In business meetings, when a cybersecurity professional is asked to speak, the invitation is often prefaced with a request to avoid idioms and acronyms. Cybersecurity is rich in acronyms – whether they are used to describe a particular technical term or to exhibit a person’s credentials, there is no shortage of abstruse groupings of letters to make the “uninitiated” weep.
The same is true in cybersecurity writing. In fact, entire sentences can be constructed using as many acronyms as words. For example: “The NIST CSF corroborates CISA, ISO, and ISACA models, and addresses GDPR, NYS DFS, and CCPA requirements.”
This is easily solved by borrowing a technique that has long been used in other established professions, such as legal and medical documents: the full name is spelled out, followed by the acronym in parentheses, such as “General Data Protection Regulation (GDPR)”. Any subsequent reference can then be referred to by its acronym. Think of it as a formal introduction, followed by a more common reference. In extended writing, such as a full report, a glossary would also be included.
One problem in writing, and particularly cybersecurity writing, is the use of idioms. Idioms are those fun little sayings that we all use to describe an idea. There are two problems with idiomatic writing. The first is, if the idiom is also explained parenthetically, as is the case with an acronym, it renders the statement redundant. The second problem is that idioms are not universally understood. This causes a reader to either question the meaning, or disregard it entirely.
In cybersecurity, when describing concepts that are already difficult to implement, clouding the ideas with idioms is demotivating. Think of how the following statements make a reader halt to understand the idiom, rather than focusing on the cybersecurity concept:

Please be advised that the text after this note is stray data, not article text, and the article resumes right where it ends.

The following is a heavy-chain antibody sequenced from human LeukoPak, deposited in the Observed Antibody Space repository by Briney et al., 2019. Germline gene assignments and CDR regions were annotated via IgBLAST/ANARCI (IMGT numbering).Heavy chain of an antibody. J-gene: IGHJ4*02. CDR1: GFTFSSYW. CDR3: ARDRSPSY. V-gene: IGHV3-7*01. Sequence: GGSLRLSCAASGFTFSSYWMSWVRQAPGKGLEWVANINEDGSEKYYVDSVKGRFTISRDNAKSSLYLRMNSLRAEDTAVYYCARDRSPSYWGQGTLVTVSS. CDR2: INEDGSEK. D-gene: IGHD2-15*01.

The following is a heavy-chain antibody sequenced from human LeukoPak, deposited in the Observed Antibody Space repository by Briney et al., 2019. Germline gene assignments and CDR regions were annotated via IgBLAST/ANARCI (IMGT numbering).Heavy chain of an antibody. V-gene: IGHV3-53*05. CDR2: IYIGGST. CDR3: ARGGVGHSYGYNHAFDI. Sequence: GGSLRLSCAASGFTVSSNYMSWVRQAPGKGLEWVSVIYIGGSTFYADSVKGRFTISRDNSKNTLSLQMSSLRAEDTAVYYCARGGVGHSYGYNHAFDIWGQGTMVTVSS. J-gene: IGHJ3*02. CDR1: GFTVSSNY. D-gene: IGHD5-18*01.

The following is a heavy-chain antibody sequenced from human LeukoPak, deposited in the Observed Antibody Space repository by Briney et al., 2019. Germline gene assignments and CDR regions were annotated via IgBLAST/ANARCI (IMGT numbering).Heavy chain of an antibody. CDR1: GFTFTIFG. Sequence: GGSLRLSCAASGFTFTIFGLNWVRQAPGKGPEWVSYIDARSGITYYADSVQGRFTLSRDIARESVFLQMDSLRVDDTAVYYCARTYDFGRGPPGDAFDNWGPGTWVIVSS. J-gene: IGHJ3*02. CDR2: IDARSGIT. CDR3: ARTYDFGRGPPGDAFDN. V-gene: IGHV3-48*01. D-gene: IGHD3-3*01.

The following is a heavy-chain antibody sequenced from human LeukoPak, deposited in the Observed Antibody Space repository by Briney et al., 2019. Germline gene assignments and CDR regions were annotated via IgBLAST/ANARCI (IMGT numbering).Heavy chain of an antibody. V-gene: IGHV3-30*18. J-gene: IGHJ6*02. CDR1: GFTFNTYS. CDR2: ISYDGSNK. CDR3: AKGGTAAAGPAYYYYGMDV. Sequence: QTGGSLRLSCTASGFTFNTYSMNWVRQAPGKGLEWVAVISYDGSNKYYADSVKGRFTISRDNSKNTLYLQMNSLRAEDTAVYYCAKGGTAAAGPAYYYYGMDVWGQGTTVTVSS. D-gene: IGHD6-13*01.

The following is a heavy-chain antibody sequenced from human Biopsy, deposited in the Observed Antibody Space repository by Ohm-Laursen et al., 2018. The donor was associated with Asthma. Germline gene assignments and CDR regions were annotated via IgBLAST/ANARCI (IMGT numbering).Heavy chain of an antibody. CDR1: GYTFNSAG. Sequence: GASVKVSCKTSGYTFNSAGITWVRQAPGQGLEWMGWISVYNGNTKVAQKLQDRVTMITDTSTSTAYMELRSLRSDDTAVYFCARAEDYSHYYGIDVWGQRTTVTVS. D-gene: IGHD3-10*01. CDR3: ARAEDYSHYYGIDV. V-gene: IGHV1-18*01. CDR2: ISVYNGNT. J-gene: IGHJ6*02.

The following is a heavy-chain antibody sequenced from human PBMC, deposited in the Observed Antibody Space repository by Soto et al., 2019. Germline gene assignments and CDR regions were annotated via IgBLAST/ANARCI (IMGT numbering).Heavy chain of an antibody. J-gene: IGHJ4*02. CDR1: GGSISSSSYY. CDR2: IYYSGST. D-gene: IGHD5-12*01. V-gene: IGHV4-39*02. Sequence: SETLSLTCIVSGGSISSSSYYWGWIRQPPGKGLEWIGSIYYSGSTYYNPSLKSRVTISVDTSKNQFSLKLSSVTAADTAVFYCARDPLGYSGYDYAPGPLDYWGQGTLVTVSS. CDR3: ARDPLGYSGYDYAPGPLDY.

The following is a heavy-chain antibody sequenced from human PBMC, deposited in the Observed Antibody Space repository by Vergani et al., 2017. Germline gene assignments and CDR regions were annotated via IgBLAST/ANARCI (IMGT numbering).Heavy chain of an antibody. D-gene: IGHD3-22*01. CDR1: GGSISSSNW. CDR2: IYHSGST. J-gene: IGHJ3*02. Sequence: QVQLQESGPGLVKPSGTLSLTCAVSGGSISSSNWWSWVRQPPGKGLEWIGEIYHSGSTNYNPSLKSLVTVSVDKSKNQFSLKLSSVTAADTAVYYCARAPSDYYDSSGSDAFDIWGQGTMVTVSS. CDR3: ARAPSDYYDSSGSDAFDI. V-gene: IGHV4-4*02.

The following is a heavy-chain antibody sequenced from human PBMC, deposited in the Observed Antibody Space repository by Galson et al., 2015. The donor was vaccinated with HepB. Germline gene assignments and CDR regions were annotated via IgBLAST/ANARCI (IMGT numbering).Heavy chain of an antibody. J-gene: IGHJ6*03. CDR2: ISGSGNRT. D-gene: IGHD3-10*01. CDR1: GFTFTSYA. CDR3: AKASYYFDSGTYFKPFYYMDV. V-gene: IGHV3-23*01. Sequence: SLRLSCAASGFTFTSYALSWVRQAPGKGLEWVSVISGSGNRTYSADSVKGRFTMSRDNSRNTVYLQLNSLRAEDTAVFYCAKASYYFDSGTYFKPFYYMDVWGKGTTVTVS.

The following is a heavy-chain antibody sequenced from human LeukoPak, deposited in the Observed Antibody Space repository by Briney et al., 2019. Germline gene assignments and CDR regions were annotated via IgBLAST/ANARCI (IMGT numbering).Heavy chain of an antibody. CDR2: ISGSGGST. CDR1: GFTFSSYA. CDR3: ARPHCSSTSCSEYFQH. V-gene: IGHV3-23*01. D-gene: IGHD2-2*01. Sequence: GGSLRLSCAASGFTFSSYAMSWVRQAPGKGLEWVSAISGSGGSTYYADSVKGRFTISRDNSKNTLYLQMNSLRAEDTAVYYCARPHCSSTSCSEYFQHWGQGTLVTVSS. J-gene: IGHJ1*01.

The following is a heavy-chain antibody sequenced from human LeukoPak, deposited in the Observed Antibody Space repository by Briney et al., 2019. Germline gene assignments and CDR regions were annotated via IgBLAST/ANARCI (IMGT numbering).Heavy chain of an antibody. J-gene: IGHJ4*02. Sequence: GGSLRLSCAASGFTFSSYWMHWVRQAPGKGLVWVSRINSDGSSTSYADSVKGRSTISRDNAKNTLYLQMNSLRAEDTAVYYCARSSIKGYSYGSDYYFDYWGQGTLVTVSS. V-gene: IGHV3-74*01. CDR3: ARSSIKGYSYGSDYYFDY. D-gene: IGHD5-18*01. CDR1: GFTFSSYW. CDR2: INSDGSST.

“When aiming to achieve a zero-trust architecture, many are allowing perfect to be the enemy of the good.”
This is a chiefly American phrase. A better way to write this would be:
“When aiming to achieve a zero-trust architecture, many are not making any progress because total perfection seems unattainable.”
A similar phrase, attributed to parts of India, is:
“Seeking approval for a new cybersecurity project is often like knowing the value of wheat and lentils.”
Simply rephrased, this would be:
“Seeking approval for a new cybersecurity project is often a difficult process.”
One final example:
“All we need to do is introduce better security awareness training, and Bob’s your Uncle, we will reduce our chances of becoming victims of a phishing attack.”
“Bob’s your Uncle” is a British phrase that means something is easy to achieve. (The idiom dates back to a political scandal in Britain in 1886 when the Prime Minister gave his nephew the position of Chief Secretary for Ireland. The sentence shown above can easily be rewritten to remove the idiom.
This is not to mean that idioms should be entirely eradicated from writing. Idioms add flair and style to a person’s writing. It can give an author a unique, and instantly recognizable “voice.” As with all presentations, one just needs to be cognizant of the audience. If you are writing a piece that will remain as an internal corporate document, then sharing a well-recognized idiom is perfectly acceptable, if it is within corporate norms to do so. However, if that document will possibly be shared with a broader audience, then the idioms must be reconsidered.
Idioms are often local, not global. They must be judiciously considered, especially when writing about cybersecurity.